As longtime readers know I'm not a fan of the PGA Tour's decision to abolish Q-School as a path to the big leagues. The litany of reasons does not need to be rehashed, but the FedExCup, the all-vital fall events that needed saving and overall greed are the culprits.
However, last week's news of a Web.com Tour Finals mid-season revamp demonstrated the current structure for producing the next class of PGA Tour players is far from proving itself as a respectable, well-conceived replacement. Especially since the minor leagues have been far less successful in producing "great" players than college golf.
One of the beefs I and many have with the new system is the increased difficulty for elite college players to make the jump to the PGA Tour. Yes, the tour is entitled to ignore college players since the current tour members and their leadership are not obligated to worry about non-members. However, college golf has been a more solid proving ground for the PGA Tour than its minor league tours under various sponsor names. For every Tom Lehman produced by the minor leagues, there's a Jack Nicklaus or Tiger Woods or Phil Mickelson that played college golf.
The current situation makes it all but impossible for a top college golfer to be loyal to their college program until season's end and not go without at least a year on the Web.com Tour. (Refresher: NCAA's end in first week of June, FedEx playoff start in August means limited start opportunities to make enough money). Yes, there's Jordan Spieth to dispel this and the of-repeated nonsense about how a year on the Web.com will help a player learn the ways of tour life, though he left school after the fall. (Imagine the NBA requiring a year in the D-league for top prospects!).
I bring this up because Stanford's Patrick Rodgers just finished a historic career that matched Tiger's school record for individual titles and bested Tiger's scoring average. Rodgers capped it all off by winning the Jack Nicklaus Award last weekend. Rex Hoggard does a nice job laying all of this out and the path facing Rodgers or other collegiate players in an item at GolfChannel.com. It's a daunting task.
This is where I get more annoyed than normal with the entire Q-School, wraparound-fiasco Tim Finchem has saddled the game with. Besides the oversaturation of the "product," the best feeder tour in golf can't feed players because of the current structure. As a Walker Cupper, Rodgers was exempt to U.S. Open Sectional Qualifying on Monday, but instead he played (and missed) at an 18-hole Local Qualifying a few weeks back.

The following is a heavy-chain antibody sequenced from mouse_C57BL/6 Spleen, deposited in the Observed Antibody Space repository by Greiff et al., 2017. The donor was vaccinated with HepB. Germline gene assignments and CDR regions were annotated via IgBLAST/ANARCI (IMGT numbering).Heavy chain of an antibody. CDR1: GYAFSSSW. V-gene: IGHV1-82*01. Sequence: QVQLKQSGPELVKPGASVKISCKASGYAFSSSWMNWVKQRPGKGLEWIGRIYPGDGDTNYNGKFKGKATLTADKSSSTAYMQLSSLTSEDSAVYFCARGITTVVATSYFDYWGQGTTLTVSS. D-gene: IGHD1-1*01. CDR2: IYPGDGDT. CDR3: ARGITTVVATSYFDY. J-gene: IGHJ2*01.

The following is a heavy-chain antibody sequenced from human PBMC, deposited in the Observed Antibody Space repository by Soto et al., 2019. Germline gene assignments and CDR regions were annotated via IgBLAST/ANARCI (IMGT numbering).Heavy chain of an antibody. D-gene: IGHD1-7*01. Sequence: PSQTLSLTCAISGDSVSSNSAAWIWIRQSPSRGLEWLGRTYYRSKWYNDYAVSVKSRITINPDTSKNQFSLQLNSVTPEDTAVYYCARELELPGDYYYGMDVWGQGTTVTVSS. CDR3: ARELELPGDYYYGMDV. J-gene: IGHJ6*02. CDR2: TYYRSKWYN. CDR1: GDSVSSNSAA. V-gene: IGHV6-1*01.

Why did he go the Local route? Because Rodgers hopes to parlay the sponsor exemptions this summer that come with being the top college golfer of the year (he's got two for sure and a likely third at the Greenbrier). He is taking this opportunity to try and make enough money (FedExCup points!) to avoid Web.com Q-School in early fall. It's a longshot, but with Rodgers' credentials, if there's anyone capable it's someone whose college careers was actually stronger than Spieth's. But why didn't Rodgers just try to qualify for the U.S. Open and then, should he qualify, play as an amateur before his pro debut the following week at the Travelers? Because he needs to try to get as many starts earning money as possible but with the playoffs not that far off, the shrewd move was to take a shot at the U.S. Open as a pro or not at all.
I know this is a First World Problem, Hogan Flight-Low Net division winner, but in the interest of seeing players properly developed and college golf allowed to thrive, I think it's been underestimated just how much potential the new structure of the PGA Tour has to discourage special talents from even playing college golf. And then there are ancillary situations like Rodgers's, where a top amateur turns pro sooner than they need to.
So just add these to the list of reasons it's not getting any easier to wrap a head around the wraparound madness.
On a lighter note, we got Rodgers into the Nationwide Live Studio to pose some lighter questions on what was a once-in-a-lifetime day for him. Patrick and his family got to meet Jack Nicklaus, who, as usual, was amazingly gracious with his private time for the award winners and especially Patrick. (I touched on this on Morning Drive.)
And by the way, Rodgers mentioned none of this, nor did I think to ask him because I only started wondering after he'd left town. The ranting here is from my own deducing with the fill-in-the-blank wisdom of Doug Ferguson).